Of course, this code is very simplified and as we can see, there are also no providers passed to any of the injectors. Usually, when injectors are created, there are providers passed to them so we can ask for specific dependencies in our code. Let’s add some actual providers, to see how the relationships between the injectors affect dependency instantiation.

var injector = ResolveInjector.resolveAndCreate([
  { provide: Car, useClass: Car },
  { provide: Engine {useClass: Engine }
]);
var childInjector = injector.resolveAndCreateChild();
var grandChildInjector = childInjector.resolveAndCreateChild([
  { provide: Car, useClass: Convertible }
]);

The injector tree allows us to define injector providers for a specific component and its children. With the code above, if we ask grandChild for a dependency of type Car we’ll get back an instance of type Convertible, because it defines it’s own provider for that type. However, if we ask for a dependency of type Engine, we simply get an instance of the class Engine, because grandChild will ask it’s parent injector (recursively) until an injector has providers defined for that type. If this is entirely new to you, all this has been covered in our last article on DI.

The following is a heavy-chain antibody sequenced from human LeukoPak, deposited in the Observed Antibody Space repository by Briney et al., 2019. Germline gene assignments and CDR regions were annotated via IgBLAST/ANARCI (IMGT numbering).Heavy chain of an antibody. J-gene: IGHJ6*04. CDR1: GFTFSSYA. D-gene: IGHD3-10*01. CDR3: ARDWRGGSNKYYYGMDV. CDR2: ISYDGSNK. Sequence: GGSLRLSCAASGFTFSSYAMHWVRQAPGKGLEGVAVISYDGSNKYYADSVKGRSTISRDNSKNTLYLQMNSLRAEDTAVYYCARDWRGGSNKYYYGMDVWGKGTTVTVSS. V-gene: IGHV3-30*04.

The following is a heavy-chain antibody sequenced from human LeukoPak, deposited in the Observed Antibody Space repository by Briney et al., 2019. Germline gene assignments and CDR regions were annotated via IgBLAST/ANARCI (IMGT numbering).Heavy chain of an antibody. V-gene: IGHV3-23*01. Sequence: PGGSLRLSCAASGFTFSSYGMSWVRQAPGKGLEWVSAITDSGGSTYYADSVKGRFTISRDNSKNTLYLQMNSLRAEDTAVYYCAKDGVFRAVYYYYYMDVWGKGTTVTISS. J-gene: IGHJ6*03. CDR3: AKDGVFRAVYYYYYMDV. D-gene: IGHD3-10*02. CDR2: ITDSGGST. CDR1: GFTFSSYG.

Okay, this sounds all very powerful but where does this host thing come into play? Let’s get back to the original code with our three nested components. <component-two> and <component-three> are both children of <component-one>. However, we don’t know yet what’s inside of our components themselves. In Angular 2, a component always has a view. A component’s view can be in a way encapsulated, this is due to the fact that Angular 2 supports Shadow DOM.

For example, here’s what the view of <component-one> could look like:

<h1>Component 1</h1>

<ng-content></ng-content>

As we can see, the view of a component is just yet another DOM tree. If we configure Angular 2 accordingly, this DOM tree can be Shadow DOM. That’s also why we have an <ng-content> tag there. It’s Angular’s implementation of content insertion points, which is another Shadow DOM feature.

Even though we don’t use Shadow DOM, a component still comes with it’s own view that is kind of hidden behind the component itself. This is what makes every component in Angular a host of a view. In fact, when speaking just about Shadow DOM, we always need a host element to create a shadow dom for it.